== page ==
It is thus the perturbation of $\iota_{\Cc}$ with a linear form. This allows one to compute the proximal operator of the $J$ functional as $$ \forall u \in \Hh, \quad \text{Prox}_{\ga J}(u) = \text{Proj}_\Cc\pa{ u - \la \xi } $$ where $\text{Proj}_\Cc$ is the orthogonal projector on the cone $\Cc$.

It can be computed as $$ \forall u = (a,b) \in \Hh, \quad \text{Proj}_\Cc(u) = (\tilde a,\tilde b) $$ $$ \qwhereq \forall i=1,\ldots,N, \quad (\tilde a_i,\tilde b_i) = R^* ( R (a_i,b_i) )_+ $$ where $R \in \RR^{2 \times 2}$ is the rotation of angle $\pi/4$, and where we have noted $$ \forall (\al,\be) \in \RR^2, \quad (\al,\be)_+ = (\max(\al,0),\max(\be,0)) $$

In [16]:
C  = @(u)u(:,2)+1i*u(:,1);
Ci = @(v)[imag(v), real(v)];
ProjOct = @(v)max(real(v),0) + 1i*max(imag(v),0);
ProjC = @(u)Ci(exp(1i*pi/4)*ProjOct(exp(-1i*pi/4)*C(u)));

Callback for the proximal operator of $J$.

In [17]:
ProxJ = @(w,lambda)ProjC( w-[lambda*ones(size(w,1),1) zeros(size(w,1),1)] );

Numerical Resolution with Foward-Backward

Starting with an initial $u^{(0)} \in \Hh$, the forward-backward iterations to solve C-BP reads $$ u^{(\ell+1)} = \text{Prox}_{\tau \la J}( u^{(\ell)} - \tau \Ga_z^* ( \Ga_z u^{(\ell)} - y ) ). $$ For a step size satisfying $0 < \tau < 2/\norm{\Ga_z}^2$, one can show that $u^{(\ell)} \rightarrow u^\star$ which is a solution of C-BP, see for instance CombettesPesquet10.

Exercise 1

Compute the Lipschitz constant $L=\norm{\Ga_z}^2$. Hint: you can use power iteration to estimate the largest eigenvalues of $\Ga_z^*\Ga_z$. We display here the evolution of the estimate of this eigenvalue with the number of power iterations.

In [18]:
exo1()
In [19]:
%% Insert your code here.

Regularization parameter $\la$.

In [20]:
lambda = 40;

Function $F(u) = \frac{1}{2}\norm{\Ga_z u - y}^2$ and its gradient $ \nabla F(u) = \Ga_z^*( \Ga_z u - y ). $

In [21]:
F = @(u)1/2*norm(y-Gamma(u), 'fro')^2;
gradF = @(u)GammaS(Gamma(u)-y);

Energy without the constraint $ E(u) = F(u) + \la \norm{u}_1 $.

In [22]:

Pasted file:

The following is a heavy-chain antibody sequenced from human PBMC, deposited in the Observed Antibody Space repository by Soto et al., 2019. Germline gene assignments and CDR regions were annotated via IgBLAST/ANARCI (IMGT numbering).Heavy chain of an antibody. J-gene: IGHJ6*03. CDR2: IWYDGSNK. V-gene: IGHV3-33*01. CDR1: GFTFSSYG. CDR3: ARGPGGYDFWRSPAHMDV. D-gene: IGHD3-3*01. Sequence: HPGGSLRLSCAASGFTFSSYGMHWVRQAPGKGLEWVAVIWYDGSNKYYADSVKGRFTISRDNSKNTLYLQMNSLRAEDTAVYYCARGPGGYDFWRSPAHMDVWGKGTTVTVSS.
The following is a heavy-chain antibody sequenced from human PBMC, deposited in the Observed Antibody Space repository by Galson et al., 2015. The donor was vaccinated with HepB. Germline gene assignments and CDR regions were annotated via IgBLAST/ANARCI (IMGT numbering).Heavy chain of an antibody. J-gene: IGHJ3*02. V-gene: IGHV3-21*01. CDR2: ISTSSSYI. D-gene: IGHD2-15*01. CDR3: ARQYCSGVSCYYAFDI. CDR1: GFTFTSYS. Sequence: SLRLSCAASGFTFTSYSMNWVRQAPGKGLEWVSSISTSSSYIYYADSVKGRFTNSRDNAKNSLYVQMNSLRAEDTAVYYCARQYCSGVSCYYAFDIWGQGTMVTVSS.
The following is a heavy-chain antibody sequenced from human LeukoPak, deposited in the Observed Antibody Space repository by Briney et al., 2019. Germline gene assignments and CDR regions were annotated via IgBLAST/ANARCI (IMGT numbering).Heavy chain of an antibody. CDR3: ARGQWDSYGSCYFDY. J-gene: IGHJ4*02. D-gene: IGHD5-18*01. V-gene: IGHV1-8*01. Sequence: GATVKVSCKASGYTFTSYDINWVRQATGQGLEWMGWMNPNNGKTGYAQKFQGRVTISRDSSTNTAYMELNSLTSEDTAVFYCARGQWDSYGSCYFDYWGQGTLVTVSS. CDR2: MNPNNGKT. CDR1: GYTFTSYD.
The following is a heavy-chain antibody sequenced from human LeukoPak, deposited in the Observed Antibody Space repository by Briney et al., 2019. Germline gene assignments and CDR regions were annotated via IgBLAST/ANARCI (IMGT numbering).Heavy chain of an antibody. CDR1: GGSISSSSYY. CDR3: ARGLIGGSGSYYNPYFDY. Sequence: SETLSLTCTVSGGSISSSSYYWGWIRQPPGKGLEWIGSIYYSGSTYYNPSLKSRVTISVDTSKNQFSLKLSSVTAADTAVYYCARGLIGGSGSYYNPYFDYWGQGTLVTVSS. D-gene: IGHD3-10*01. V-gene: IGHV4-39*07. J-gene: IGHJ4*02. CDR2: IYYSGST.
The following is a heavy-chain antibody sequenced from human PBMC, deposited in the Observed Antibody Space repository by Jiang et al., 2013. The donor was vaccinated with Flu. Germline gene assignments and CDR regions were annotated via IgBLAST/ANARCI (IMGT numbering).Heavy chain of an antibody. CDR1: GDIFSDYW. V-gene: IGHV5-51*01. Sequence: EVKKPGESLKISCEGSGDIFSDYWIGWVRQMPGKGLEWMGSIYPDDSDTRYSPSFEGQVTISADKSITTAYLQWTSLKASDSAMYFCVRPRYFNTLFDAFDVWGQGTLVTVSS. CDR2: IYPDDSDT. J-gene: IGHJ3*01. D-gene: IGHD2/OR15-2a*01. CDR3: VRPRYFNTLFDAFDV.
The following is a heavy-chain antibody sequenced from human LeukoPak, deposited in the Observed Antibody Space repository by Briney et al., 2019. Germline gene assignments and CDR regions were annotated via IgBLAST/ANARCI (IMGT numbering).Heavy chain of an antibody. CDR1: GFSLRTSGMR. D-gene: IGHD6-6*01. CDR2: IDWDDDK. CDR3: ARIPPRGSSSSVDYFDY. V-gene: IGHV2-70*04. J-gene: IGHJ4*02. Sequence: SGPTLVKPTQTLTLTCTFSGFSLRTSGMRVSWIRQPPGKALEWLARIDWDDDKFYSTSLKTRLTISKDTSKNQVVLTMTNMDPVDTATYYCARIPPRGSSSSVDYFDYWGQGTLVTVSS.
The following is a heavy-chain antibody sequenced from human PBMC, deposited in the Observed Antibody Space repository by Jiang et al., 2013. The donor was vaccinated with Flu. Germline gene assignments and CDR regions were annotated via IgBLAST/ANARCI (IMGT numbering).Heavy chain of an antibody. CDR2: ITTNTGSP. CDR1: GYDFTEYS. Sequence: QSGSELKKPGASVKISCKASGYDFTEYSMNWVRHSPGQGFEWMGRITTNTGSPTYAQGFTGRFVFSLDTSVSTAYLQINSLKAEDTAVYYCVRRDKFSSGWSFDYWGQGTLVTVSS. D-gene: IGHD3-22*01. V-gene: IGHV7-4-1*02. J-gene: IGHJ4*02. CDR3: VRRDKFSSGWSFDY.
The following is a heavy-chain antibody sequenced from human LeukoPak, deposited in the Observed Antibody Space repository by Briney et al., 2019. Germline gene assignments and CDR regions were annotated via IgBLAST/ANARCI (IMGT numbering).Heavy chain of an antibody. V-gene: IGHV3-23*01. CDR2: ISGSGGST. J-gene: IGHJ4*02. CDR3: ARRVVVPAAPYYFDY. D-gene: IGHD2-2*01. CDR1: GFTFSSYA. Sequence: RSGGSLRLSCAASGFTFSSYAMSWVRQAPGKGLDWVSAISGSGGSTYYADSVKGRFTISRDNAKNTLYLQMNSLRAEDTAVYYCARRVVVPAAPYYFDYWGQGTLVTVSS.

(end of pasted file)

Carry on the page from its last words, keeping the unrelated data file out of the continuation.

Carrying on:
E = @(u)F(u) + lambda*norm(u(:,1),1);

Initialization $u^{(0)}$ of the algorithm.

In [23]:
u = zeros(N,2);

Exercise 2

Implement the forward-backward algorithm. Monitor the decay of the energy $ \log_{10}( E(u^{(\ell)})/ E^\star -1 ) $ where $E^\star$ is an estimate of the minimum energy (obtained by running the algorithm with a lot of iterations.

In [24]:
exo2()
In [25]:
%% Insert your code here.

Recovered parameter $a,b,x$ that are intended to approximate $a_0,b_0,x_0$.

In [26]:
a = u(:,1); 
b = u(:,2);
delta = Delta/2 * b./a; delta(a<1e-9) = 0;
x = (0:N-1)'/N + delta;

Display recovered measures.

In [27]:
J = find(a>1e-3);
t = (0:N-1)'/N;
s = (0:P-1)'/P;
clf; hold on;
plot(s, y, 'LineWidth', 2);
mystem(x0(I), a0(I), 'k'); % initial spikes 
mystem(t(J) + delta(J), a(J), 'r');  % recovered spikes
axis([0 1 0 1]);
box on;

Display estimated vectors.

In [28]:
subplot(2,1,1);
hold on;
mystem(1:N, a0, 'k');
plot(a, 'r.', 'MarkerSize', 20); 
axis tight; box on; title('a');
subplot(2,1,2);
hold on;
mystem(1:N, b0, 'k');
plot(b, 'r.', 'MarkerSize', 20); 
axis tight; box on; title('b');

Exercise 3

Compute the full homotopy path $\la \mapsto (a_\la,b_\la) $ where $ (a_\la,b_\la) $ is the solution of C-BP with regularization parameter $\la$. The display bellow shows in color the evolution of the correctly estimated spikes and in black wrong perturbating spikes. Test with different values of $\kappa$. What can you conclude about the performances of C-BP ? ist of regul param armup stage uter loop isplay

In [29]:
exo3()
In [30]:
%% Insert your code here.

Bibliography

  • [Ekanadham11] C. Ekanadham, D. Tranchina, and E.P. Simoncelli. Recovery of sparse translation-invariant signals with continuous basis pursuit. IEEE Transactions on Signal Processing, 59(10):4735-4744, 2011.
  • [CombettesPesquet10] P.L. Combettes and J-C. Pesquet, Proximal Splitting Methods in Signal Processing, in: Fixed-Point Algorithms for Inverse Problems in Science and Engineering, New York: Springer-Verlag, 2010.
  • [DuvalPeyre13] V. Duval and G. Peyre, Exact Support Recovery for Sparse Spikes Deconvolution, preprint hal-00839635, 2013
  • [deCastroGamboa12] Y. de Castro and F. Gamboa. Exact reconstruction using beurling minimal extrapolation. Journal of Mathematical Analysis and Applications, 395(1):336-354, 2012.
  • [CandesFernandezGranda13] E. J. Candes and C. Fernandez-Granda. Towards a mathematical theory of super-resolution. Communications on Pure and Applied Mathematics. To appear., 2013.
  • [Chen99] S.S. Chen, D.L. Donoho, and M.A. Saunders. Atomic decomposition by basis pursuit. SIAM journal on scientific computing, 20(1):33-61, 1999.
  • [Yu13] Y. Yu, On the decomposition of the proximal map, Proc. NIPS, 2013.